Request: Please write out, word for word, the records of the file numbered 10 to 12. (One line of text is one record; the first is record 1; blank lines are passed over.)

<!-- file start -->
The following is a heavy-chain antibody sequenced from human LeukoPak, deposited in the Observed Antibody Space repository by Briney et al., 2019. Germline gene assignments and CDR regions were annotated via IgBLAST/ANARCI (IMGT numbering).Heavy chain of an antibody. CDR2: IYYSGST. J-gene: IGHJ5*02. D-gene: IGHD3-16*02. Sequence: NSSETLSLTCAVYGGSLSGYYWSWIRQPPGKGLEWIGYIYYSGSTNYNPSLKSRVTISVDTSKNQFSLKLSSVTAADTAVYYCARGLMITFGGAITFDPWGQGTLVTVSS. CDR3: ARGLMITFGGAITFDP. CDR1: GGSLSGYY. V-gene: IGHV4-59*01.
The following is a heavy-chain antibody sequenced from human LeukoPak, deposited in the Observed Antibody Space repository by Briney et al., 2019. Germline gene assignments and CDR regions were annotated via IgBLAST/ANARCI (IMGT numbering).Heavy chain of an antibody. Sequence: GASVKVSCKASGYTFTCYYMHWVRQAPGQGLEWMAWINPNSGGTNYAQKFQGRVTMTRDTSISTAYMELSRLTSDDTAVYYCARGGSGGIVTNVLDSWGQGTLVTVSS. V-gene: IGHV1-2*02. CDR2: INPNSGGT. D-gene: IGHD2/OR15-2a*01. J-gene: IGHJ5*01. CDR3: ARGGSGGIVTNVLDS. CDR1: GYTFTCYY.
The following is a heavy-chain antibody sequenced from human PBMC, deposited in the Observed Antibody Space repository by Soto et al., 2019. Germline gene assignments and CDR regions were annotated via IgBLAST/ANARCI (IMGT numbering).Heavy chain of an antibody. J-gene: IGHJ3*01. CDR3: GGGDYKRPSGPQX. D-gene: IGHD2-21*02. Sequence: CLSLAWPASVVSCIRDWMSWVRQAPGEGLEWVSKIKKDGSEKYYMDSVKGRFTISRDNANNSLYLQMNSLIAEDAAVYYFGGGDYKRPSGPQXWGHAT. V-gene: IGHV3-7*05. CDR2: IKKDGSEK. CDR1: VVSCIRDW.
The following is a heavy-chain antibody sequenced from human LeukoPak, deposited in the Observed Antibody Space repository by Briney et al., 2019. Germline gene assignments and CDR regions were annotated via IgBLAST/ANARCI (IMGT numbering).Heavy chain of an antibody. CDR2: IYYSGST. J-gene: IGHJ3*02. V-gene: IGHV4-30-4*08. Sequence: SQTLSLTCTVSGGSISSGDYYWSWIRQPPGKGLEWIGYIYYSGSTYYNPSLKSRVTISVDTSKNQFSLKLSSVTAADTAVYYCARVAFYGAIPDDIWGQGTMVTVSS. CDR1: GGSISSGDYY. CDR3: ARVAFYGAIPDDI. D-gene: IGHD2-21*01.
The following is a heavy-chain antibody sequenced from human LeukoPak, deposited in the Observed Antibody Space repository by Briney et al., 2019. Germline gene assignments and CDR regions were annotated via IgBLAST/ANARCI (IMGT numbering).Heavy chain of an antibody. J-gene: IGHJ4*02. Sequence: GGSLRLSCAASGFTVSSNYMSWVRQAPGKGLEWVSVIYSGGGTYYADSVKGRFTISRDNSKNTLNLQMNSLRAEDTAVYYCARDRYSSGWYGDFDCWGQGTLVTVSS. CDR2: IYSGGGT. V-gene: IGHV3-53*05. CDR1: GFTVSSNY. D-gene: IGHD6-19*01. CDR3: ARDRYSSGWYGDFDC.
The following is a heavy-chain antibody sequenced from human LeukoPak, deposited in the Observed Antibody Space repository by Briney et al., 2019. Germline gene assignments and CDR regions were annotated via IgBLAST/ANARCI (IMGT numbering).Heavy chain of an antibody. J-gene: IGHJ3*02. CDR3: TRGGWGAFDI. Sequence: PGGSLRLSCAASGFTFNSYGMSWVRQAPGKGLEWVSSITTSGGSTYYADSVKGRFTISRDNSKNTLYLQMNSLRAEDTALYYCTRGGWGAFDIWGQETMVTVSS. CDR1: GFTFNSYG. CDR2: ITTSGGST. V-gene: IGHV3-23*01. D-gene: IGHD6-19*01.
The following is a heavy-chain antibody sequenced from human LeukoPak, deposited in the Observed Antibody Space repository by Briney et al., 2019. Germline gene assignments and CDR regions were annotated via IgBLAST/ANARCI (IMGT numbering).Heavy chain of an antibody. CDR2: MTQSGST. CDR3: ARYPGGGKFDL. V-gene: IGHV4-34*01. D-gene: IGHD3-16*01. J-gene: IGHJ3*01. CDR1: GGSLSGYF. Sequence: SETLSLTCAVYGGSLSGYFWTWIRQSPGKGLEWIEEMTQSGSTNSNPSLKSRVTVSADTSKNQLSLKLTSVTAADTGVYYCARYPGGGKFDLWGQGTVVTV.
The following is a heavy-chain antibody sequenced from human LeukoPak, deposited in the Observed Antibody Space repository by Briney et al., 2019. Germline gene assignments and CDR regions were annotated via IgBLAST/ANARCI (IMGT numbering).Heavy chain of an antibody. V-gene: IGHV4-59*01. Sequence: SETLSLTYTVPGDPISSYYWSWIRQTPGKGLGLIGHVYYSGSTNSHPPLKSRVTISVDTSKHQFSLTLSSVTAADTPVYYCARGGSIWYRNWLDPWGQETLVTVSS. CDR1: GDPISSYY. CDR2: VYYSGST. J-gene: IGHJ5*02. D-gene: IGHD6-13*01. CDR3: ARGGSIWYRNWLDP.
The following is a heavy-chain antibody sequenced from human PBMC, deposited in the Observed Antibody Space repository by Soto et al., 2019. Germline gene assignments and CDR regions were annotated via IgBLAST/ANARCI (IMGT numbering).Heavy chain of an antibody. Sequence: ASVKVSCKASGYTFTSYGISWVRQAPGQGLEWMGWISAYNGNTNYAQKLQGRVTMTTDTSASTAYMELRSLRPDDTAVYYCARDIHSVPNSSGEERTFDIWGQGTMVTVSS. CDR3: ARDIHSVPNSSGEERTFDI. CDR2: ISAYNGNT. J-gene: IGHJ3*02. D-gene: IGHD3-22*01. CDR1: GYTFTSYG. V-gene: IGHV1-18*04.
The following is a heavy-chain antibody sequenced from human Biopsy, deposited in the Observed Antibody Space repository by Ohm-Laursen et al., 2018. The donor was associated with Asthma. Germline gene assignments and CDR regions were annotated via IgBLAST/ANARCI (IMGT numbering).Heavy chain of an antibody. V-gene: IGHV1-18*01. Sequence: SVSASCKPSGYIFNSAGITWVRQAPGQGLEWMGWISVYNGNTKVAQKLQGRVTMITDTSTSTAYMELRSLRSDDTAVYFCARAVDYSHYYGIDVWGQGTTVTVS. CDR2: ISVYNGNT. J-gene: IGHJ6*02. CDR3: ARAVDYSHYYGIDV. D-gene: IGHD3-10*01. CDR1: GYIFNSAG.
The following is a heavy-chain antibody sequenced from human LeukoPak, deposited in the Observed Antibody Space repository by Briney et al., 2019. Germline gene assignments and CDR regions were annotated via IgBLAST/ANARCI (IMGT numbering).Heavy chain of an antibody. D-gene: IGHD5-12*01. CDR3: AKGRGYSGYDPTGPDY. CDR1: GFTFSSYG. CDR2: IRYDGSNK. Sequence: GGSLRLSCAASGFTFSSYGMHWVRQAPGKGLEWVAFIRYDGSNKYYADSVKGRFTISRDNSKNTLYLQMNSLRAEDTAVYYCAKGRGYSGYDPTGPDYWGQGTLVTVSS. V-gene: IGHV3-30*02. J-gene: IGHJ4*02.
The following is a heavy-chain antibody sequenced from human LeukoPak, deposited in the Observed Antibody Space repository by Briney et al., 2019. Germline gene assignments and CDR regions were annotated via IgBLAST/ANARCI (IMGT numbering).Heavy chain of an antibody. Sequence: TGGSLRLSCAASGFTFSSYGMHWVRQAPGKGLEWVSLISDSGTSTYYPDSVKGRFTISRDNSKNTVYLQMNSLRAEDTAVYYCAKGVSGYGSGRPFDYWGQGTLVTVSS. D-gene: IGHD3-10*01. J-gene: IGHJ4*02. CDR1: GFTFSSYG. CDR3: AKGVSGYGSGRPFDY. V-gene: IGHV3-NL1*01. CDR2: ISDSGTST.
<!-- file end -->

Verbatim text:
The following is a heavy-chain antibody sequenced from human Biopsy, deposited in the Observed Antibody Space repository by Ohm-Laursen et al., 2018. The donor was associated with Asthma. Germline gene assignments and CDR regions were annotated via IgBLAST/ANARCI (IMGT numbering).Heavy chain of an antibody. V-gene: IGHV1-18*01. Sequence: SVSASCKPSGYIFNSAGITWVRQAPGQGLEWMGWISVYNGNTKVAQKLQGRVTMITDTSTSTAYMELRSLRSDDTAVYFCARAVDYSHYYGIDVWGQGTTVTVS. CDR2: ISVYNGNT. J-gene: IGHJ6*02. CDR3: ARAVDYSHYYGIDV. D-gene: IGHD3-10*01. CDR1: GYIFNSAG.
The following is a heavy-chain antibody sequenced from human LeukoPak, deposited in the Observed Antibody Space repository by Briney et al., 2019. Germline gene assignments and CDR regions were annotated via IgBLAST/ANARCI (IMGT numbering).Heavy chain of an antibody. D-gene: IGHD5-12*01. CDR3: AKGRGYSGYDPTGPDY. CDR1: GFTFSSYG. CDR2: IRYDGSNK. Sequence: GGSLRLSCAASGFTFSSYGMHWVRQAPGKGLEWVAFIRYDGSNKYYADSVKGRFTISRDNSKNTLYLQMNSLRAEDTAVYYCAKGRGYSGYDPTGPDYWGQGTLVTVSS. V-gene: IGHV3-30*02. J-gene: IGHJ4*02.
The following is a heavy-chain antibody sequenced from human LeukoPak, deposited in the Observed Antibody Space repository by Briney et al., 2019. Germline gene assignments and CDR regions were annotated via IgBLAST/ANARCI (IMGT numbering).Heavy chain of an antibody. Sequence: TGGSLRLSCAASGFTFSSYGMHWVRQAPGKGLEWVSLISDSGTSTYYPDSVKGRFTISRDNSKNTVYLQMNSLRAEDTAVYYCAKGVSGYGSGRPFDYWGQGTLVTVSS. D-gene: IGHD3-10*01. J-gene: IGHJ4*02. CDR1: GFTFSSYG. CDR3: AKGVSGYGSGRPFDY. V-gene: IGHV3-NL1*01. CDR2: ISDSGTST.